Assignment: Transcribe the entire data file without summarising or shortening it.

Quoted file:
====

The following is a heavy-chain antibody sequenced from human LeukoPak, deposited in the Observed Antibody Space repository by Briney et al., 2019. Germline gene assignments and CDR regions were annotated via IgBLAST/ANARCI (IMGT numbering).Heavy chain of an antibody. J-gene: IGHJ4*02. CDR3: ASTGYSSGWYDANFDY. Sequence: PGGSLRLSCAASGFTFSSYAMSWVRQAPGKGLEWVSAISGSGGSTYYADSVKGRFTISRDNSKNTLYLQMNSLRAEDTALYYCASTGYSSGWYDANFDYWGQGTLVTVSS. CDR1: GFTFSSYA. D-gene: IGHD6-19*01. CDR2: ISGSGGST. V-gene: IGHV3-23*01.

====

The following is a heavy-chain antibody sequenced from human LeukoPak, deposited in the Observed Antibody Space repository by Briney et al., 2019. Germline gene assignments and CDR regions were annotated via IgBLAST/ANARCI (IMGT numbering).Heavy chain of an antibody. J-gene: IGHJ4*02. CDR3: ASTGYSSGWYDANFDY. Sequence: PGGSLRLSCAASGFTFSSYAMSWVRQAPGKGLEWVSAISGSGGSTYYADSVKGRFTISRDNSKNTLYLQMNSLRAEDTALYYCASTGYSSGWYDANFDYWGQGTLVTVSS. CDR1: GFTFSSYA. D-gene: IGHD6-19*01. CDR2: ISGSGGST. V-gene: IGHV3-23*01.